Yeshi Tsomo is 74 years old. When asked about His Holiness the Dalai Lama’s retirement from Tibetan politics her face melts into a pool of tears. This is the fundamental problem. Emotions of the Tibetan people, both in and outside Tibet, become so elevated on this issue that the possibility of any logical analysis and factual decision dies. We must, as Bob Dylan sang, “take the rag away from [y]our face / Now ain’t the time for [y]our tears.”
Misunderstandings regarding the Dalai Lama’s wish to retire are widespread among the Tibetans and also in the media, some of which reported that the Dalai Lama is “retiring from being the Dalai Lama”. His Holiness states his powers should be devolved and that the involvement of the institution of the Dalai Lama in the Tibetan Government must now cease. But, as one among six million Tibetans, the Dalai Lama will continue to serve the cause of Tibet. This is a historic decision and the culmination of the democratization process that His Holiness started since coming into exile in April 1959.
This decision stems from his belief that “the essence of a democratic system is, in short, the assumption of political responsibility by elected leaders for the popular good.” In 2001, the Tibetans in exile directly elected their prime minister for the first time, and on 20 March this year the exile community will vote both for the prime minister and members of the Tibetan Parliament in Exile. Over the past ten years the Kashag (cabinet) headed by the prime minister has been taking the day-to-day administrative responsibilities and the Dalai Lama’s role has dramatically reduced. However, in order for the Tibetan democratization process to be complete, His Holiness states that “the time has come for me to devolve my formal authority to such an elected leadership.”
This is a pragmatic political decision involving the long-term interests of the Tibetan struggle and the survival of Tibet as a nation without having to depend on one person. There is no space for emotional outbursts and counterfactual arguments. Healthy debates, especially among the younger generation, have already started in social networks. This must continue, informed by full understanding of His Holiness’ decision and with full knowledge of its impacts.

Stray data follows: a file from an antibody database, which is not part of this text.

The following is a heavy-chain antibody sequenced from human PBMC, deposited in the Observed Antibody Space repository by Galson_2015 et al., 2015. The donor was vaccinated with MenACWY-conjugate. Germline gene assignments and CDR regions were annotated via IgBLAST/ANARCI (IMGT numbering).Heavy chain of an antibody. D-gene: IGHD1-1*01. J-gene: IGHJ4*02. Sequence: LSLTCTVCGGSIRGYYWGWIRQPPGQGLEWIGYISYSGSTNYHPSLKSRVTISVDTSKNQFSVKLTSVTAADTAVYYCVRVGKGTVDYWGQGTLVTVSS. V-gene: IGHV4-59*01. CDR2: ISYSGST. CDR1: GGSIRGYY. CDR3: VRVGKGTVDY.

In 1642, the Fifth Dalai Lama founded the Ganden Phodrang Government of Tibet. Since then the successive Dalai Lamas have provided leadership for nearly four centuries. Few governments in the world today can trace their institutional and legal origins so far back in history. Hence the institution of the Dalai Lama has great historical legitimacy. Additionally, because of his tireless work for Tibet, the 14th Dalai Lama is universally recognized by Tibetans in and outside Tibet as their undisputed leader. Today the issue of Tibet is synonymous with the Dalai Lama.
Immediately after coming into exile, the Dalai Lama established the Tibetan Government-in-Exile, officially known as the Central Tibetan Administration of His Holiness the Dalai Lama. Since then, the exile government under the Dalai Lama set up as many as 12 foreign missions all under the auspices of His Holiness’ name. These missions and other establishments are essential to bring the issue of Tibet to their respective countries and to to assert the just cause of Tibet in international forums.
How will the offices of Tibet continue to operate under the Dalai Lama’s name if the institution of the Dalai Lama is delinked from the Tibetan government? In fact, how will the entire exile establishment function and survive without the Dalai Lama?
The question can be also raised regarding the roles of the Dalai Lama’s special envoys through whom talks with China are held. Since world leaders, including Barack Obama, urge the Chinese leadership to talk with the Dalai Lama and his envoys, how can an elected Tibetan leadership impress upon the international audience — and more importantly leaders of the free world — to pressure China to talk with them? How can a Tibetan government not led by the Dalai Lama command legitimacy and the loyalty of Tibetans in and outside of Tibet?
These are absolutely difficult and crucially important questions without easy solutions. But delaying these eventualities will make things worse. Having experienced occupation, exile, traveling the world and meeting with numerous leaders, His Holiness understands the complex global political situation and its impact on Tibet better than any other Tibetan. Thus, His Holiness states that the Tibetan must implement a system of governance while he “will still be able to help resolve problems if called upon to do so.”